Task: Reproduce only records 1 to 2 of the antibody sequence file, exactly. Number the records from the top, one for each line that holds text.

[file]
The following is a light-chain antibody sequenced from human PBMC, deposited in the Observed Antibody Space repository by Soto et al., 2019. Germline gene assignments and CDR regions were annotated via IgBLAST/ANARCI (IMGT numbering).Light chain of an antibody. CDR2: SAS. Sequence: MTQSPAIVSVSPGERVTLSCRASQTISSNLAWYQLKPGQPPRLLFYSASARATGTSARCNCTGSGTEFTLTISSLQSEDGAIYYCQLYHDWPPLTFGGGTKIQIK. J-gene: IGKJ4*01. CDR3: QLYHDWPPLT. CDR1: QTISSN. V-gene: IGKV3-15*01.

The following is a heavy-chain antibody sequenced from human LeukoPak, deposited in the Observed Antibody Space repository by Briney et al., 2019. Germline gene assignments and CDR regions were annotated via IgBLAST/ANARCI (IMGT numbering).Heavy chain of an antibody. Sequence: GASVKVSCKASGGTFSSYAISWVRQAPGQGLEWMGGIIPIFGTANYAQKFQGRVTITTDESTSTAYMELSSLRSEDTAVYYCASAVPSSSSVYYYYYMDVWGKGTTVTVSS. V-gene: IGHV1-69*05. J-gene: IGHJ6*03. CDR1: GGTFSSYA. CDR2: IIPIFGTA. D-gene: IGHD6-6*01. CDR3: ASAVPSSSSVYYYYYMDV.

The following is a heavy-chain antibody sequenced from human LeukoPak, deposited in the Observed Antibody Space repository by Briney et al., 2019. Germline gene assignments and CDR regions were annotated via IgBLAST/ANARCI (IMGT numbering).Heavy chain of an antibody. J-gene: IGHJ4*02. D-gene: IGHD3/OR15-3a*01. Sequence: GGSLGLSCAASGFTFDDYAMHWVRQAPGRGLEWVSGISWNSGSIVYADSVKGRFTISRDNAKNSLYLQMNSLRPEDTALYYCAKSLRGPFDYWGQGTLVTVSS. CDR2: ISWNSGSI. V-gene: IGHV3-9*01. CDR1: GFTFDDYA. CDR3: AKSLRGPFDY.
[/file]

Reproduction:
The following is a light-chain antibody sequenced from human PBMC, deposited in the Observed Antibody Space repository by Soto et al., 2019. Germline gene assignments and CDR regions were annotated via IgBLAST/ANARCI (IMGT numbering).Light chain of an antibody. CDR2: SAS. Sequence: MTQSPAIVSVSPGERVTLSCRASQTISSNLAWYQLKPGQPPRLLFYSASARATGTSARCNCTGSGTEFTLTISSLQSEDGAIYYCQLYHDWPPLTFGGGTKIQIK. J-gene: IGKJ4*01. CDR3: QLYHDWPPLT. CDR1: QTISSN. V-gene: IGKV3-15*01.

The following is a heavy-chain antibody sequenced from human LeukoPak, deposited in the Observed Antibody Space repository by Briney et al., 2019. Germline gene assignments and CDR regions were annotated via IgBLAST/ANARCI (IMGT numbering).Heavy chain of an antibody. Sequence: GASVKVSCKASGGTFSSYAISWVRQAPGQGLEWMGGIIPIFGTANYAQKFQGRVTITTDESTSTAYMELSSLRSEDTAVYYCASAVPSSSSVYYYYYMDVWGKGTTVTVSS. V-gene: IGHV1-69*05. J-gene: IGHJ6*03. CDR1: GGTFSSYA. CDR2: IIPIFGTA. D-gene: IGHD6-6*01. CDR3: ASAVPSSSSVYYYYYMDV.